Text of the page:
Making a difference at Key Stage 3

Stevie Upton unveils a new study on attainment by students aged 11 to 14 in Welsh schools

A major report on how the performance of students in their middle years in Welsh schools can be improved will be launched at a national conference in Cardiff on Tuesday 12 April.

Making a Difference at Key Stage 3 – Learning from five successful schools, the outcome of an 18-month project undertaken by the IWA, is being launched at a critical moment for the Welsh education system. Its publication comes in the wake of Education Minister Leighton Andrews’ judgement that there is a ‘systemic failure’ in Welsh schools. This trenchant view was prompted by our falling behind other nations in the latest PISA programme of international assessment – shown in the table below.

National Conference 12 April, WJEC, Cardiff

School leadership, Transition and Innovation at Key Stage 3

As well as launching the IWA’s new report, the conference will hear from Professor David Reynolds, of the University of Southampton and a Welsh Government education adviser, and Anna Brychan, Director of NAHT Cymru.  There will also be a session on Ceredigion’s innovative ‘Through School’ initiative, in which it is restructuring education in 3 to 19 schools in its more rural areas.

For more information and to book click here.

The research underlying our new report was conducted in response to observation of an apparent dip in performance among Welsh schoolchildren during Key Stage 3 – the first three years of secondary school. This dip has persisted over at least a decade. Comparative data suggests that performance in Wales is also falling behind that in other nations. Since Key Stage 3 performance lays the foundations for achievement at Key Stage 4, any indication that results are not as good as they could be is of serious concern.

Performance in the OECD Programme for International Student Assessment (PISA) tests in reading, mathematics and science

Points scores
Reading Mathematics Science
2009 2006 2009 2006 2009 2006
Wales 476 481 472 484 496 505
England 495 496 493 495 515 516
Northern Ireland 499 495 492 494 511 508
Scotland 500 499 499 506 514 515
OECD average 493 492 496 498 501 500

The purpose of the research was to better understand, within the Welsh context, good practice at Key Stage 3. Having determined the key characteristics of successful schools, we sought to identify commonalities in their implementation. In addition to contributing to our understanding of how successful schools operate, our findings have a number of implications for Welsh education policy.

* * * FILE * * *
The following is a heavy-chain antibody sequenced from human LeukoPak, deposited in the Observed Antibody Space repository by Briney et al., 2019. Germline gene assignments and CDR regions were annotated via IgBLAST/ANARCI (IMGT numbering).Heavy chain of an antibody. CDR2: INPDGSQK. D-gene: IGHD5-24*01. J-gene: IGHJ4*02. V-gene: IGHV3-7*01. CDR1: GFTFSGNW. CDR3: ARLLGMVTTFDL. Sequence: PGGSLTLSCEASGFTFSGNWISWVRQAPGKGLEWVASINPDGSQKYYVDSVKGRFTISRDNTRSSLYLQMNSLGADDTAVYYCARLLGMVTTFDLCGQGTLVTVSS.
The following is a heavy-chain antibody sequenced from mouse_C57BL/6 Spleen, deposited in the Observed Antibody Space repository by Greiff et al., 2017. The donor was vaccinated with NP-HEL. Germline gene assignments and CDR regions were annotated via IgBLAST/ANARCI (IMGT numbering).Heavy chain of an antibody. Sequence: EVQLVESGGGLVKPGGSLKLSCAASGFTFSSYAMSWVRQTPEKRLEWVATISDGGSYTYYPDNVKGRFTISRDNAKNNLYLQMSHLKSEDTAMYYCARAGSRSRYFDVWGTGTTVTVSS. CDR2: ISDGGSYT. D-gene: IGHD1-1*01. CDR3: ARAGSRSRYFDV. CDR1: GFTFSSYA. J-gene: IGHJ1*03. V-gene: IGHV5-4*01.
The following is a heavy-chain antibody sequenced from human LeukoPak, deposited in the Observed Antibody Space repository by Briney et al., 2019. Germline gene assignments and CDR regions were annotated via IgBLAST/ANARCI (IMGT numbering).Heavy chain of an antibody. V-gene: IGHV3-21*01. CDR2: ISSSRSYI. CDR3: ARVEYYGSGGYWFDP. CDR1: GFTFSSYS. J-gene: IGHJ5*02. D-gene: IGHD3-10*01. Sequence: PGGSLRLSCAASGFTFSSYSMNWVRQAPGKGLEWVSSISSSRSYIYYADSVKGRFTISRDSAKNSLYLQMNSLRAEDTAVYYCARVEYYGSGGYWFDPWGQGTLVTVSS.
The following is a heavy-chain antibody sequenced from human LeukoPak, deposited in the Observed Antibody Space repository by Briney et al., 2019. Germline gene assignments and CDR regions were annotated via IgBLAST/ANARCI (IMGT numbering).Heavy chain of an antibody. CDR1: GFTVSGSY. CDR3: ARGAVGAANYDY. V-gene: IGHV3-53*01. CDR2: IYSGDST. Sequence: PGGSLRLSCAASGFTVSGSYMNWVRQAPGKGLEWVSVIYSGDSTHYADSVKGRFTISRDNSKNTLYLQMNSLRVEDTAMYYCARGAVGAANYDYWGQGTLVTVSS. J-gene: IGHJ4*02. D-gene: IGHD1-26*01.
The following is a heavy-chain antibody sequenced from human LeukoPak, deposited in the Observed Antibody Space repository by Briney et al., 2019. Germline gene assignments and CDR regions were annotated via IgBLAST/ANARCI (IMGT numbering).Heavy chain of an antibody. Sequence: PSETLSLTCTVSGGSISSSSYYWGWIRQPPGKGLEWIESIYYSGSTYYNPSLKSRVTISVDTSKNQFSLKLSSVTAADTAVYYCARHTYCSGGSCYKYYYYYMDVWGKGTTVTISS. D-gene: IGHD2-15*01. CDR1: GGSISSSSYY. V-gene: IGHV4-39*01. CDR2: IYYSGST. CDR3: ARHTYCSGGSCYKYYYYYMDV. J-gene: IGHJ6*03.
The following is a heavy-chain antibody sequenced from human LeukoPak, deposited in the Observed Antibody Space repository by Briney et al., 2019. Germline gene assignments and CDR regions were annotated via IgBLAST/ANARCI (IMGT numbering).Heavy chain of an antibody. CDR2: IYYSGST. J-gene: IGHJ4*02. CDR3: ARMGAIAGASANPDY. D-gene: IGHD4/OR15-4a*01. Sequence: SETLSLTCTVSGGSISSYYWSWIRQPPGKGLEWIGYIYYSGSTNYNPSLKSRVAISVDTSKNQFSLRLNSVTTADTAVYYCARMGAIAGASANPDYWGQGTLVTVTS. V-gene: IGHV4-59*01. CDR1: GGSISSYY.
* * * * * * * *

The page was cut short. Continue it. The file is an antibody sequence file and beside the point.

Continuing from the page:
The first aim of the research was to identify the factors that contribute to outstanding performance. Analysis of data showing the value added by schools between KS2 and KS3 was used to select thirty Welsh secondary schools for further study. These schools were drawn from across the value added spectrum, with an equal number performing better than would be expected, as expected and less well than expected. Cross-referencing of details from their Estyn inspection reports led to identification of eleven factors of particular importance.

To understand which of these factors carries the greatest weight in successful schools, and how they are put into practice in different school environments, a final selection of five schools was made:

  • Cwmtawe Community School, Neath Port Talbot
  • Newtown High School, Powys
  • St Joseph’s RC High School, Newport
  • Ysgol David Hughes, Anglesey
  • Ysgol y Preseli, Pembrokeshire

These schools were shown to be effective by their value added data, examination results and Estyn inspections. Collectively they do not form a representative sample of Welsh schools. However, they have been chosen for the insight that they can provide into the varied approaches to school improvement taken by successful schools facing quite different circumstances.

In the report, interview-based research, supplemented by documentary evidence, forms the basis for case study reports on each of the schools. In each case the features that contribute to the school’s success are identified, and the context within which those features are operationalised is detailed.

The detailed case studies demonstrate that excellent practice is occurring within Wales. There are features of this practice which are common to many or all of the schools.  These can be grouped under five headings:

  • Leadership, self-evaluation and external support.
  • Ethos – encompassing pupil engagement and the motivation and challenge of pupils.
  • Innovation in teaching and learning.
  • The gathering and use of data.
  • Approaches to resolving underachievement and basic skills deficits.

A focus on these factors forms the core of the schools’ success. It is in the detail of their implementation that the schools vary. Our report provides both comprehensive descriptions and a synthesis of the schools’ approaches. Taken together, it is hoped that they will inspire and inform practitioners in other schools and local authorities.

Although research commenced prior to the release of the 2009 PISA statistics and the subsequent Welsh policy response, the findings also provide insight into five issues addressed in the Education Minister’s recent speech, “Teaching makes a difference”. In the run up to our “School Leadership, Transition and Innovation at Key Stage 3” conference on 12 April we will be setting out these policy implications in greater detail.

Dr Stevie Upton is Research Officer with the IWA.

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